The few, the proud, the sexually harassed
Anu Bhagwati’s parents, Indian immigrants, were not thrilled when their Yale-educated daughter joined the Marines, nor when her post-Corps life (which included graduate studies at Harvard) led to her working as an activist and yoga instructor. And yet, with the publication of “Unbecoming: A Memoir of Disobedience,” Bhagwati’s parents surprised her.
“They’re really proud of me, which is not something I entirely expected!” Bhagwati said. “They were really moved when they read it. One of the most touching things about sharing the book with them was that they’re most proud of the fact that I want to help people. It’s not that the book came out; it’s that the point of the book was to help other women and girls.”
In “Unbecoming,” Bhagwati recounts her journey through a military life that included rampant sexism and sexual harassment. Although there were things she loved about the Marines, Bhagwati said, the pervasive negative attitudes and treatment of women were unbearable. Even after leaving the Corps, “I had to really find out who I was and what I believed in. I was so disillusioned,” she said. “There’s all of this talk about honor and courage and commitment. When I saw my peers or senior officers sweeping sexual harassment under the rug, I thought, where are the honor, courage, and commitment now?”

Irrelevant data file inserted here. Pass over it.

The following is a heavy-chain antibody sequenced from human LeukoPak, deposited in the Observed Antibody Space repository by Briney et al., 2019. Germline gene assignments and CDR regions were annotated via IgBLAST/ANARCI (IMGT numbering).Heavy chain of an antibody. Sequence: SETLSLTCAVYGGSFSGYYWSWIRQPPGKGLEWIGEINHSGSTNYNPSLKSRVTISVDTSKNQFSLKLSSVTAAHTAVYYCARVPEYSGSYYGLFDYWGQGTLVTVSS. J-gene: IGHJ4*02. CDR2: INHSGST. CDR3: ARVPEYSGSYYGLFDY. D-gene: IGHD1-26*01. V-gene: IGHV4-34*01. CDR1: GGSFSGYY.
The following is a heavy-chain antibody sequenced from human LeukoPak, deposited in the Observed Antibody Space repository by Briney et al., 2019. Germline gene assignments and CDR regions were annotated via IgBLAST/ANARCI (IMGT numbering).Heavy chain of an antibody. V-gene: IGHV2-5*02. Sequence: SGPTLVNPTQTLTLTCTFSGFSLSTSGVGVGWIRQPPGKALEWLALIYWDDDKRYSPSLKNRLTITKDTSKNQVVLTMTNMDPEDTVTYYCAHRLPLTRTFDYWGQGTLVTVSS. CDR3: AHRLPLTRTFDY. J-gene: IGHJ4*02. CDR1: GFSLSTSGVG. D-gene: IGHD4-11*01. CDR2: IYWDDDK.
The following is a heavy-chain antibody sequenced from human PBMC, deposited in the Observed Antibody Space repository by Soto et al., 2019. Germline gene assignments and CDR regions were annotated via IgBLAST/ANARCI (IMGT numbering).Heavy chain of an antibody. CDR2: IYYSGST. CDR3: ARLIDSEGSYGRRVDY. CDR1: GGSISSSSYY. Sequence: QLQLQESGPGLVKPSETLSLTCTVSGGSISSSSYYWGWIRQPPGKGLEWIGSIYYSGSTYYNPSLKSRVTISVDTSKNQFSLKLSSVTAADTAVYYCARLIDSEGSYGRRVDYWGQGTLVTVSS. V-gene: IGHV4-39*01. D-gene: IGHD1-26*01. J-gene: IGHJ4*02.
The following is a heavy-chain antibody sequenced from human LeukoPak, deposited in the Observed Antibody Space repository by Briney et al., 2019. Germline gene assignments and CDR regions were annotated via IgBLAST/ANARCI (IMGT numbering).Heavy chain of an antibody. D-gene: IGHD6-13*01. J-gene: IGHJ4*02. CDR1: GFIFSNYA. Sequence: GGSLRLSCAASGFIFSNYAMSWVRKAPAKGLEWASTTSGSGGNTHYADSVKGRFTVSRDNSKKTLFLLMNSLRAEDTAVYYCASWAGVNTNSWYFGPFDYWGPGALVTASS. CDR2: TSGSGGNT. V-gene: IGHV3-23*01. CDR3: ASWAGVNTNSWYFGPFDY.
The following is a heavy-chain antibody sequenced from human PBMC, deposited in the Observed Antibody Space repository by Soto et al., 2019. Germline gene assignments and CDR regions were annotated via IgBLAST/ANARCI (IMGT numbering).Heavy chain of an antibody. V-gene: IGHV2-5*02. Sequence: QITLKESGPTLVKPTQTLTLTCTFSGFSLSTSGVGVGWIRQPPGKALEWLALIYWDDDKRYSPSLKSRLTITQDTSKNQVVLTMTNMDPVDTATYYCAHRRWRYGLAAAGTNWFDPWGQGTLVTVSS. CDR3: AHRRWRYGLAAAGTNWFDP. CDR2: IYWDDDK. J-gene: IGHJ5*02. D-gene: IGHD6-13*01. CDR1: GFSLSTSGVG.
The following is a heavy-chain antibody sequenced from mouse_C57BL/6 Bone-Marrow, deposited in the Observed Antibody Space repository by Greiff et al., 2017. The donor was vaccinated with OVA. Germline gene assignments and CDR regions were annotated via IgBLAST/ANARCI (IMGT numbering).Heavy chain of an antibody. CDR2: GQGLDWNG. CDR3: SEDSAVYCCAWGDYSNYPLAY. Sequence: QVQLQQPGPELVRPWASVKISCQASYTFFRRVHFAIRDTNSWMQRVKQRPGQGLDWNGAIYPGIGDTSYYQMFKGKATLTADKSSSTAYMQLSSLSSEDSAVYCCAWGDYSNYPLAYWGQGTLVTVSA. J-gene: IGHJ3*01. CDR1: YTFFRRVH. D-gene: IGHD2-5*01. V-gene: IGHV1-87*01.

What helped, she said, was connecting with strong women, founding the Service Women’s Action Network, and learning to love herself. “Coming out of the Marine Corps, words like ‘self-affirmation’ weren’t part of the vocabulary!” she said. But yoga, therapy, and activism helped.
Work remains to be done, she added, and civilians need to help. “Whether or not we believe in the foreign policy that our government is engaging in, whether or not we believe in wars abroad, we have an all-volunteer force now, and there are kids every day signing up to do very dangerous and risky things in our names. How can we not support them?”
Bhagwati will read at 7 p.m. Tuesday at Harvard Book Store.
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